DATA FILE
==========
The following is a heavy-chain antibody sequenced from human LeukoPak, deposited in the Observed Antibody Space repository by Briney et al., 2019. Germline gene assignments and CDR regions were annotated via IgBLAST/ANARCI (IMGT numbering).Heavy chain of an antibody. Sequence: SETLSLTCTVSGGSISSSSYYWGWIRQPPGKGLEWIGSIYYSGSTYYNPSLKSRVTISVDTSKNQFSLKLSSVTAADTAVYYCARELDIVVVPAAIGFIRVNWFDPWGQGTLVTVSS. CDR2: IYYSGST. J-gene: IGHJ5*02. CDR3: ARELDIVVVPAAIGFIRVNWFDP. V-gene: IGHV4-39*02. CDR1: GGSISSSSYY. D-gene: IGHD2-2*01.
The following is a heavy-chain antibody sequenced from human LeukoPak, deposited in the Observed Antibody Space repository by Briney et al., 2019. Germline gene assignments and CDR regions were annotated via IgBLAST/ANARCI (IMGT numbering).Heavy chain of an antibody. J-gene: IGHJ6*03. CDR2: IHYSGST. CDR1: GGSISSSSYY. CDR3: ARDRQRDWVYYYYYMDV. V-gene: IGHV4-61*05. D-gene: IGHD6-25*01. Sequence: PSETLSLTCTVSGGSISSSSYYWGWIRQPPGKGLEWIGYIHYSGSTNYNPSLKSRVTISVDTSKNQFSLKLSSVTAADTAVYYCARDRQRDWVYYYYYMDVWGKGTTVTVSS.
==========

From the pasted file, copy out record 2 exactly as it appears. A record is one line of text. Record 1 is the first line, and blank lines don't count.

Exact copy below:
The following is a heavy-chain antibody sequenced from human LeukoPak, deposited in the Observed Antibody Space repository by Briney et al., 2019. Germline gene assignments and CDR regions were annotated via IgBLAST/ANARCI (IMGT numbering).Heavy chain of an antibody. J-gene: IGHJ6*03. CDR2: IHYSGST. CDR1: GGSISSSSYY. CDR3: ARDRQRDWVYYYYYMDV. V-gene: IGHV4-61*05. D-gene: IGHD6-25*01. Sequence: PSETLSLTCTVSGGSISSSSYYWGWIRQPPGKGLEWIGYIHYSGSTNYNPSLKSRVTISVDTSKNQFSLKLSSVTAADTAVYYCARDRQRDWVYYYYYMDVWGKGTTVTVSS.